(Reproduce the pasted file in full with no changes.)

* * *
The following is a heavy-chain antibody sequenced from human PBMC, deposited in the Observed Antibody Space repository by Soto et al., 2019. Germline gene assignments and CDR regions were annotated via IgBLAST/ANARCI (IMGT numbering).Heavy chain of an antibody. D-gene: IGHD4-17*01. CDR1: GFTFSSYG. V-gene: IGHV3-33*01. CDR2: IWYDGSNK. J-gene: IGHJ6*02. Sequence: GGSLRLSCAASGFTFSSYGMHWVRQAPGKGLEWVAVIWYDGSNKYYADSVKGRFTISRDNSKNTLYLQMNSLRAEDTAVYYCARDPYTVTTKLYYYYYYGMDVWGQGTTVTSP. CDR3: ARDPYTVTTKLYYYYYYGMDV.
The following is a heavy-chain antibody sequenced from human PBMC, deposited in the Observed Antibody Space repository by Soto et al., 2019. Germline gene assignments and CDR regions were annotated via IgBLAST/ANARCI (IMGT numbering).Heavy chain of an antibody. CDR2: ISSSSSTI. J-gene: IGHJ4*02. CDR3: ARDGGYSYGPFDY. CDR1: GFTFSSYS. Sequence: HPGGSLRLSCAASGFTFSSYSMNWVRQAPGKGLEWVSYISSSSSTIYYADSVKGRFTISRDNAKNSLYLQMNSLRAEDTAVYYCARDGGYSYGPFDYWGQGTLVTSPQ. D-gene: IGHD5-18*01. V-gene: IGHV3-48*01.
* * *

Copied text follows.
The following is a heavy-chain antibody sequenced from human PBMC, deposited in the Observed Antibody Space repository by Soto et al., 2019. Germline gene assignments and CDR regions were annotated via IgBLAST/ANARCI (IMGT numbering).Heavy chain of an antibody. D-gene: IGHD4-17*01. CDR1: GFTFSSYG. V-gene: IGHV3-33*01. CDR2: IWYDGSNK. J-gene: IGHJ6*02. Sequence: GGSLRLSCAASGFTFSSYGMHWVRQAPGKGLEWVAVIWYDGSNKYYADSVKGRFTISRDNSKNTLYLQMNSLRAEDTAVYYCARDPYTVTTKLYYYYYYGMDVWGQGTTVTSP. CDR3: ARDPYTVTTKLYYYYYYGMDV.
The following is a heavy-chain antibody sequenced from human PBMC, deposited in the Observed Antibody Space repository by Soto et al., 2019. Germline gene assignments and CDR regions were annotated via IgBLAST/ANARCI (IMGT numbering).Heavy chain of an antibody. CDR2: ISSSSSTI. J-gene: IGHJ4*02. CDR3: ARDGGYSYGPFDY. CDR1: GFTFSSYS. Sequence: HPGGSLRLSCAASGFTFSSYSMNWVRQAPGKGLEWVSYISSSSSTIYYADSVKGRFTISRDNAKNSLYLQMNSLRAEDTAVYYCARDGGYSYGPFDYWGQGTLVTSPQ. D-gene: IGHD5-18*01. V-gene: IGHV3-48*01.